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  • 1.
    Guex, Leonard Gaston
    et al.
    KTH, School of Chemical Science and Engineering (CHE), Fibre and Polymer Technology.
    Sacchi, B.
    Peuvot, Kevin F.
    KTH, School of Chemical Science and Engineering (CHE), Fibre and Polymer Technology.
    Andersson, Richard L.
    KTH, School of Chemical Science and Engineering (CHE), Fibre and Polymer Technology, Polymeric Materials.
    Pourrahimi, Amir Masoud
    KTH, School of Chemical Science and Engineering (CHE), Fibre and Polymer Technology, Polymeric Materials.
    Ström, Valter
    KTH, School of Industrial Engineering and Management (ITM), Materials Science and Engineering.
    Farris, S.
    Olsson, Richard T.
    KTH, School of Chemical Science and Engineering (CHE), Fibre and Polymer Technology.
    Experimental review: chemical reduction of graphene oxide (GO) to reduced graphene oxide (rGO) by aqueous chemistry2017In: Nanoscale, ISSN 2040-3364, E-ISSN 2040-3372, Vol. 9, no 27, p. 9562-9571Article, review/survey (Refereed)
    Abstract [en]

    The electrical conductivity of reduced graphene oxide (rGO) obtained from graphene oxide (GO) using sodium borohydride (NaBH4) as a reducing agent has been investigated as a function of time (2 min to 24 h) and temperature (20 degrees C to 80 degrees C). Using a 300 mM aqueous NaBH4 solution at 80 degrees C, reduction of GO occurred to a large extent during the first 10 min, which yielded a conductivity increase of 5 orders of magnitude to 10 S m(-1). During the residual 1400 min of reaction, the reduction rate decreased significantly, eventually resulting in a rGO conductivity of 1500 S m(-1). High resolution XPS measurements showed that C/O increased from 2.2 for the GO to 6.9 for the rGO at the longest reaction times, due to the elimination of oxygen. The steep increase in conductivity recorded during the first 8-12 min of reaction was mainly due to the reduction of C-O (e.g., hydroxyl and epoxy) groups, suggesting the preferential attack of the reducing agent on C-O rather than C=O groups. In addition, the specular variation of the percentage content of C-O bond functionalities with the sum of Csp(2) and Csp(3) indicated that the reduction of epoxy or hydroxyl groups had a greater impact on the restoration of the conductive nature of the graphite structure in rGO. These findings were reflected in the dramatic change in the structural stability of the rGO nanofoams produced by freeze-drying. The reduction protocol in this study allowed to achieve the highest conductivity values reported so far for the aqueous reduction of graphene oxide mediated by sodium borohydride. The 4-probe sheet resistivity approach used to measure the electrical conductivity is also, for the first time, presented in detail for filtrate sheet assemblies' of stacked GO/rGO sheets.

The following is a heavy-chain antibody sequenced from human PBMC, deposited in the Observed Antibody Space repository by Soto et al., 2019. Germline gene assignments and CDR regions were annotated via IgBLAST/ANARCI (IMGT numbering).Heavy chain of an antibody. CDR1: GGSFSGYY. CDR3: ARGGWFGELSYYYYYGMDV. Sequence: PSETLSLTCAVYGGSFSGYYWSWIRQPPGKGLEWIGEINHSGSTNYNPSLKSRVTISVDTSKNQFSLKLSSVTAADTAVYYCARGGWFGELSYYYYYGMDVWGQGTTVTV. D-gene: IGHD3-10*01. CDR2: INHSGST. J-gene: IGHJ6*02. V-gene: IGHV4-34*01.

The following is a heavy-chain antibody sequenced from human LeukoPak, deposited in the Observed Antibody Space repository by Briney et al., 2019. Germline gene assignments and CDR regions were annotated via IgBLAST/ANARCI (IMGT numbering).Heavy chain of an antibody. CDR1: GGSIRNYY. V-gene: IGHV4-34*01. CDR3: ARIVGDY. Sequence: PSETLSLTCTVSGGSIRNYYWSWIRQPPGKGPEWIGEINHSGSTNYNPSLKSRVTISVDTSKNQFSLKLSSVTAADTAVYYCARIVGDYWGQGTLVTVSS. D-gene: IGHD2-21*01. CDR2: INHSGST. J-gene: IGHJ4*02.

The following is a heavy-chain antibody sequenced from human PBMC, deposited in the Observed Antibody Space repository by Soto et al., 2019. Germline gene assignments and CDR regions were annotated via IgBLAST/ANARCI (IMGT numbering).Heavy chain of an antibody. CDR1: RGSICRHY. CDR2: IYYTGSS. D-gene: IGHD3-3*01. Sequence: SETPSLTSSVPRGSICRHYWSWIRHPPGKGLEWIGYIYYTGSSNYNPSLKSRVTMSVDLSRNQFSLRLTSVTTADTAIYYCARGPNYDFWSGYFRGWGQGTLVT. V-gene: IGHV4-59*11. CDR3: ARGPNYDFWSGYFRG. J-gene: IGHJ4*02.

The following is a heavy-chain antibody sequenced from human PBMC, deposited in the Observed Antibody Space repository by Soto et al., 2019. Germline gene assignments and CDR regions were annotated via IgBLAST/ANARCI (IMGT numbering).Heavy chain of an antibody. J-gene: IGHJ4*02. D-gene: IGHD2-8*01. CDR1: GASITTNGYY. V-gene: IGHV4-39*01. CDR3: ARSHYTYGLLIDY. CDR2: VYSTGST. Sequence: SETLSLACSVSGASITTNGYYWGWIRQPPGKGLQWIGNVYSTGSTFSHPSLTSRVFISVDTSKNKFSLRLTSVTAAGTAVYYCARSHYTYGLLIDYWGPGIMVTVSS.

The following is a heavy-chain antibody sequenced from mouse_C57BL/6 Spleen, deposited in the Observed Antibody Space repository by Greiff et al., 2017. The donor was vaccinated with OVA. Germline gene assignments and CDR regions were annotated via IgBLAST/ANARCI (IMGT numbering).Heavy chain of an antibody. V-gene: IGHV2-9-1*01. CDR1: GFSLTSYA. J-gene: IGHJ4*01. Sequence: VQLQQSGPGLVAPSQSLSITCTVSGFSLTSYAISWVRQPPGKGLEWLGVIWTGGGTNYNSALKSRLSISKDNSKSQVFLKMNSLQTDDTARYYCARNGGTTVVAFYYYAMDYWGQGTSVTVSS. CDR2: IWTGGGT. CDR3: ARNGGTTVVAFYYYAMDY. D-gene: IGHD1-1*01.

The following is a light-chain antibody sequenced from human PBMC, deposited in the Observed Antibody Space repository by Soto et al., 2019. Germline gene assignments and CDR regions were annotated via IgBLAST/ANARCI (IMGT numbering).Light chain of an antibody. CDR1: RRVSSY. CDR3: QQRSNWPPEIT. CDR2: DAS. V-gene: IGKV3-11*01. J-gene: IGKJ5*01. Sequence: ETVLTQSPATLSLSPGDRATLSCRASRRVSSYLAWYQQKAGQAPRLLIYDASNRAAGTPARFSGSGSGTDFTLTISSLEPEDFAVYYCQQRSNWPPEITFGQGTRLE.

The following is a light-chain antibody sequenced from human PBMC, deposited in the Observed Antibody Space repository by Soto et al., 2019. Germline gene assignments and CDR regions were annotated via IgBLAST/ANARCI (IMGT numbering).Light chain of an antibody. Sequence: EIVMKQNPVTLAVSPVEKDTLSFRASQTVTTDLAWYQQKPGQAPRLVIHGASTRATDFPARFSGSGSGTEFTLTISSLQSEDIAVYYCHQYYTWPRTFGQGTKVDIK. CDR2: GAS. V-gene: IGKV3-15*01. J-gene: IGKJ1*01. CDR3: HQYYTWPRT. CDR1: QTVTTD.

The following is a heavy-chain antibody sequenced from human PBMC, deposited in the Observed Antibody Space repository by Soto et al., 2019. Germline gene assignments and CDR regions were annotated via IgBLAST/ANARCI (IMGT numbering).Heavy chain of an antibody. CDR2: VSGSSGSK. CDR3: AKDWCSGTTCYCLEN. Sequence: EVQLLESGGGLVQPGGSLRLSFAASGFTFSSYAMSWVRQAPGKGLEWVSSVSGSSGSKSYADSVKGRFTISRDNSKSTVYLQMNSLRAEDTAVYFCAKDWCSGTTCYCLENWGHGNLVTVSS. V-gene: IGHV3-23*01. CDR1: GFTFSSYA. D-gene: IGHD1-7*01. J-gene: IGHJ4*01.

• 2.
    Wu, Qiong
    et al.
    KTH, School of Chemical Science and Engineering (CHE), Fibre and Polymer Technology, Polymeric Materials.
    Sundborg, Henrik
    KTH, School of Chemical Science and Engineering (CHE), Fibre and Polymer Technology.
    Andersson, Richard L.
    KTH, School of Chemical Science and Engineering (CHE), Fibre and Polymer Technology, Polymeric Materials.
    Peuvot, Kevin
    KTH, School of Chemical Science and Engineering (CHE), Fibre and Polymer Technology.
    Guex, Leonard
    KTH, School of Chemical Science and Engineering (CHE), Fibre and Polymer Technology.
    Nilsson, Fritjof
    KTH, School of Chemical Science and Engineering (CHE), Fibre and Polymer Technology, Polymeric Materials.
    Hedenqvist, Mikael S.
    KTH, School of Chemical Science and Engineering (CHE), Fibre and Polymer Technology, Polymeric Materials.
    Olsson, Richard T.
    KTH, School of Chemical Science and Engineering (CHE), Fibre and Polymer Technology, Polymeric Materials.
    Conductive biofoams of wheat gluten containing carbon nanotubes, carbon black or reduced graphene oxide2017In: RSC Advances, ISSN 2046-2069, E-ISSN 2046-2069, Vol. 7, no 30, p. 18260-18269Article in journal (Refereed)
    Abstract [en]

    Conductive biofoams made from glycerol-plasticized wheat gluten (WGG) are presented as a potential substitute in electrical applications for conductive polymer foams from crude oil. The soft plasticised foams were prepared by conventional freeze-drying of wheat gluten suspensions with carbon nanotubes (CNTs), carbon black (CB) or reduced graphene oxide (rGO) as the conductive filler phase. The change in conductivity upon compression was documented and the results show not only that the CNT-filled foams show a conductivity two orders of magnitude higher than foams filled with the CB particles, but also that there is a significantly lower percolation threshold with percolation occurring already at 0.18 vol%. The rGO-filled foams gave a conductivity inferior to that obtained with the CNTs or CB particles, which is explained as being related to the sheet-like morphology of the rGO flakes. An increasing amount of conductive filler resulted in smaller pore sizes for both CNTs and CB particles due to their interference with the ice crystal formation before the lyophilization process. The conductive WGG foams with CNTs were fully elastic with up to 10% compressive strain, but with increasing compression up to 50% strain the recovery gradually decreased. The data show that the conductivity strongly depends on the type as well as the concentration of the conductive filler, and the conductivity data with different compressions applied to these biofoams are presented for the first time.

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